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Michael Gleicher
Professor
Department of Computer Sciences
University of Wisconsin, Madison
1210 West Dayton St.
Madison, WI 53706

gleicher@cs.wisc.edu
Office: 6385 Computer Sciences Building
Phone: 608-263-2874, Fax: 608-262-9777

Fall 2018 Office Hours: to be determined.

I am a professor working in areas related to Computer Graphics. These days, my main things are Data Visualization and Robotics, but I remain interested in animation, virtual reality, multimedia, ... A brief biography will tell you how I got here. You can see a reasonably current CV, but you probably are looking for papers, talks, or videos in date order. You might notice that this page is Circa 2010, with only minor updates.

My research these days is mainly about robotics and data science. With both, I am interested in how we can make them useful for people.

Next semester (Fall 2018) I am teaching CS765 Data Visualization.

I have some pages with various Advice I generally give to students. This includes the format for status reports, what I'd like to see in Prelims and Theses, my grad school FAQ, but my advice on how to give a talk is still elsewhere.

You might be interested in my grad school FAQ. Come and talk to me if you're interested in data visualization, robotics, computer graphics or related topics.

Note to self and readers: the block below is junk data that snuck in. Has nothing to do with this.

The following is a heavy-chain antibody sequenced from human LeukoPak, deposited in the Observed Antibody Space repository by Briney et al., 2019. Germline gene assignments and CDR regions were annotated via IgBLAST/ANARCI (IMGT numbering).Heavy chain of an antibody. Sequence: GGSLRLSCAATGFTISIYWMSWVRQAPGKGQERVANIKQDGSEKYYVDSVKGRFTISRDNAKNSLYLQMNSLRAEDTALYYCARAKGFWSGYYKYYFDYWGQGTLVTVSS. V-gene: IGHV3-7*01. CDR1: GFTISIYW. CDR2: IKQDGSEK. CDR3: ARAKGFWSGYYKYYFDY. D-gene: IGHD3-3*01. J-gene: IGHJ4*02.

If you're interested in joining our group, come talk to me! If you aren't a student at Wisconsin yet, please look at my grad school FAQ, particularly the last few questions.

Current Research Themes

Communicating Physical Interactions - We are working on ways for people and robots to communicate to each other about how objects should be manipulated in the world. Manipulations necessarily involve physical interactions (e.g., forces must be applied correctly). We are exploring ways for people to tell robots how to act with appropriate forces (e.g., to teach manipulation skills) as well as for robots to communicate back to people about the actions they are performing.

Communicative Robot Motions - If robots are going to work around people, it will be important that people can interpret the robots movements correctly. We are developing ways to make robots move such that people will interpret them correctly. For example, we are considering how to design robot control algorithms such that the resulting movements are understandable, predictable, aesthetically pleasing, and convey a sense of appropriate affect (e.g. confidence).

Interacting with Machine Learning - People interact with machine learning systems in many ways: they must build them, debug them, diagnose them, decide to trust them, gain insights on their data from them, etc. We are exploring this in both directions: How do we build machine learning tools into interactive data analysis in order to help people interpret large and complex data? How do we build interaction tools that can help people construct and diagnose machine learning models?

Visualizing Comparisons for Data Science - Data interpretation tasks often involve making comparisons among the data, or can be thought of as comparisons. We are developing better visualization tools for performing comparisons for various data challenges, as well as to developing better methods for inventing new designs.

Usable VR and AR - Virtual Reality (VR) and Augmented Reality (AR) are interesting display devices that are becoming practical. We are exploring how to design VR and AR applications that can address application tasks, as well as to develop new mechanisms that will make these displays more useful across a broad range of applications.